This is an editorial written recently by me and Marissa Parisi, Executive Director of Hunger Free Vermont that has appeared in the local press. I feel that this is an important topic, and one that can’t be discussed too many times.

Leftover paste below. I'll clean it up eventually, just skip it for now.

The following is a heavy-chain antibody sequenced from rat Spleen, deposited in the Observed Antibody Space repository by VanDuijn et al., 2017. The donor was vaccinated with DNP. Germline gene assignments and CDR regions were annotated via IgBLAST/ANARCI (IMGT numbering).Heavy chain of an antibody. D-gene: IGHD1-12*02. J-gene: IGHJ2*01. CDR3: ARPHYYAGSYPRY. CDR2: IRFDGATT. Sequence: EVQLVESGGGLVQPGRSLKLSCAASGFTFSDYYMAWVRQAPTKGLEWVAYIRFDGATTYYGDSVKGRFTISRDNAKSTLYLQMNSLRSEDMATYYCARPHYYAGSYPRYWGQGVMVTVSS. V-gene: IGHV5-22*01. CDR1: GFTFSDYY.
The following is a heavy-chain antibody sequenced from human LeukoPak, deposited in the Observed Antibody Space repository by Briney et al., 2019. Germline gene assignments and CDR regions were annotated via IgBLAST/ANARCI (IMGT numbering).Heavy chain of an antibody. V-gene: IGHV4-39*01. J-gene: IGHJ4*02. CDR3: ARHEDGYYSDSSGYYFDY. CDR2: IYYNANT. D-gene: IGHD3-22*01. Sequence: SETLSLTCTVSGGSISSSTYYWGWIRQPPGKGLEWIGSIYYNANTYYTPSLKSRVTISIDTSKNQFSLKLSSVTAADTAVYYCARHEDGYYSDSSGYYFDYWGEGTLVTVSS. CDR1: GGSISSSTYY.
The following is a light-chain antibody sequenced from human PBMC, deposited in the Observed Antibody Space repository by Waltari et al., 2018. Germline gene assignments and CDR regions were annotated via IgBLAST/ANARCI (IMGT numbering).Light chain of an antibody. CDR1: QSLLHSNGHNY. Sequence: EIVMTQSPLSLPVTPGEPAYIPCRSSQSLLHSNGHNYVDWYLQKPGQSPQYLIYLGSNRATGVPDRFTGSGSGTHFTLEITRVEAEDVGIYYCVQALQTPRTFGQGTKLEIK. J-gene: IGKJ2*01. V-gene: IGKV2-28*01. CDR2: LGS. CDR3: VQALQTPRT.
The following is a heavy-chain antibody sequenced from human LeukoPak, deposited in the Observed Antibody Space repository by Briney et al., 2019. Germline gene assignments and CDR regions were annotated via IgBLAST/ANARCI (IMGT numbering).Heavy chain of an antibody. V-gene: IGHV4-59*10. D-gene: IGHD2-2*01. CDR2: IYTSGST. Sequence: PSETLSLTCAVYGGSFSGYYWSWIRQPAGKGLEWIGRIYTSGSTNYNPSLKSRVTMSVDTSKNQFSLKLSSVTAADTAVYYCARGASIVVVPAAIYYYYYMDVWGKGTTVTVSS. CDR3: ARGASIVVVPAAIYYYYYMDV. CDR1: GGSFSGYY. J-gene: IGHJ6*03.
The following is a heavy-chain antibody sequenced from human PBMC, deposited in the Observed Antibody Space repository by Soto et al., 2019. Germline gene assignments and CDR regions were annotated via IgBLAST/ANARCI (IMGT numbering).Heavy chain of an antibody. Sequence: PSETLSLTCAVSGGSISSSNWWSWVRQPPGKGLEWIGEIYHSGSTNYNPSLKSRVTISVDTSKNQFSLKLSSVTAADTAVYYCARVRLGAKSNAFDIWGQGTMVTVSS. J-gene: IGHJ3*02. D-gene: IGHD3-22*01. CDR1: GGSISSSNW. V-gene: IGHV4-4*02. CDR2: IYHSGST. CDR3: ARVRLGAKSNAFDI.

A recently-introduced resolution in the Vermont House has many of us in the anti-hunger community concerned about peoples’ understanding of the effectiveness and importance the 3SquaresVT program (nationally called Supplemental Nutrition Assistance Program and formerly Food Stamps). 3SquaresVT currently serves over 90,000 of our neighbors – that is more than 1 in 7 Vermont households. Proponents suggest that 3SquaresVT dollars are “all too often” spent on foods with limited nutritional values. This perception is often backed up by anecdotes about how someone was seen buying food that doesn’t seem nutritious with their benefits. The reaction can be visceral, even if the intentions are good. But good public policy is not made based on anecdotes or good intentions; it is made based on facts. There is no research-based evidence that restricting what our neighbors can purchase with government benefits leads to improved health outcomes down the road. Research does show that 3SquaresVT participants make similar food choices to non-participants at all income levels. In fact, public health officials and physicians across the country support increasing participation in 3SquaresVT as an overall obesity-prevention strategy. Moreover, studies by both the USDA and Children’s Health Watch have shown that chronic hunger and food insecurity have much greater impacts on the health of our citizens than poor nutritional choices. Hunger and malnutrition increases the risk of poor health, obesity, academic failure, and developmental delays. 3SquaresVT decreases poor health and hospitalization among participants, especially among young children and elders. The food choices we all make are influenced by many things, but we all are susceptible to constant advertising, often for non-nutritious foods. We are fortunate because Vermont is way out front when it comes to the availability of local food and making healthy eating easier. We believe the Vermont way to encourage healthful food choices for our neighbors receiving 3SquaresVT is to support 3SquaresVT usage at more farmers’ markets and for CSA shares, offering incentives for fruit and vegetable purchases, enhancing nutrition education across the state and the nation, and improving benefit levels so people can afford more healthful foods. These changes would save scarce health care dollars and bring more federal dollars to our state and into the pockets of our farmers and food producers.